By Jocelyn Pedersen
The Norman Transcript
NORMAN — Slaughterville has named two new trustees to its board of directors. Both are filling vacated positions and will run for the seats in April.
Curtis Baker, a trustee who was sworn in May 2011, has been elected mayor. By state statutes, town trustees elect the mayor from among themselves, said Marsha Blair, town administrator.
Retired from the U.S. Treasury Department, Baker currently helps homeschool his two youngest children. He said a couple of years ago, some people at church asked him to consider being a trustee and he went to meetings and “liked what I saw and asked to be appointed to a position,” adding that small-town government often goes unnoticed.
“If you don’t pay attention to the legal ads, you don’t really know what’s going on. It’s nice to be a part of that and know what it can do for its citizens. For our small town, it’s keeping things rural and slow and not overdeveloped,” Baker said.
John Koehler is filling the remainder of Bobby Cleveland’s term, which ends later this year. Cleveland stepped down when he was elected as a representative to the state legislature.
Koehler said he would run for election to remain in his new position when the time comes.
By day, Koehler works for U.S. Customs and Border Protection, where he says he’s involved with procurement and contract work, ensuring helicopter and aircraft pilot training. Koehler and his wife, Suzie, moved to Slaughterville in 1989.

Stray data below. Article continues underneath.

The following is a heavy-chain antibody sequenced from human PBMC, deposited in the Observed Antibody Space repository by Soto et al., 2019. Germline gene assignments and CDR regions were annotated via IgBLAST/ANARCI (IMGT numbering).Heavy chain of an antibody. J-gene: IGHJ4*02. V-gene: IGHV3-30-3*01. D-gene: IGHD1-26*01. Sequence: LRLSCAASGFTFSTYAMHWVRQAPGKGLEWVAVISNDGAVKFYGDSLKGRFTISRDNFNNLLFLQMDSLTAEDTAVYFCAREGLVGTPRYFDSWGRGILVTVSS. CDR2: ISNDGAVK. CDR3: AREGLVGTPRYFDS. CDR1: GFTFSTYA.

A couple of years later, Koehler said he met Blair, who he described as “inspiring. She’s always there, always has the right answer, instead of the correct or proper answer.”
Last year, he learned that a trustee position might be coming open and when the opportunity arose, he agreed and was appointed by the board.
“I’m quite impressed with Slaughterville and its colorful history,” Koehler said. “I like the fact that we have a planning and zoning commission on one side and a board of trustees that seems well informed.”
He added that Blair and the city attorney do the “yeoman’s work” for the town and he said he’s impressed with Slaughterville’s fire department.
“It is the single most important and valuable service that the township of Slaughterville provides for its citizens,” Koehler said about the volunteer fire department.
As for his hopes and dreams for Slaughterville, Koehler said he wants to “preserve the rural lifestyle, to keep local government as small and effective as possible and as responsive and responsible as possible.” He thinks this can be done if everyone does his or her part.
Koehler said he knew he lived in a small community when he found a note in his mailbox from some 4-H members that said their four red cows had gotten out and if he saw them, please call.
Of Koehler and Baker, Blair said, “They seem very conscientious, and I’m looking forward to working with them. They’re doing a great job. I appreciate their dedication and efforts.”
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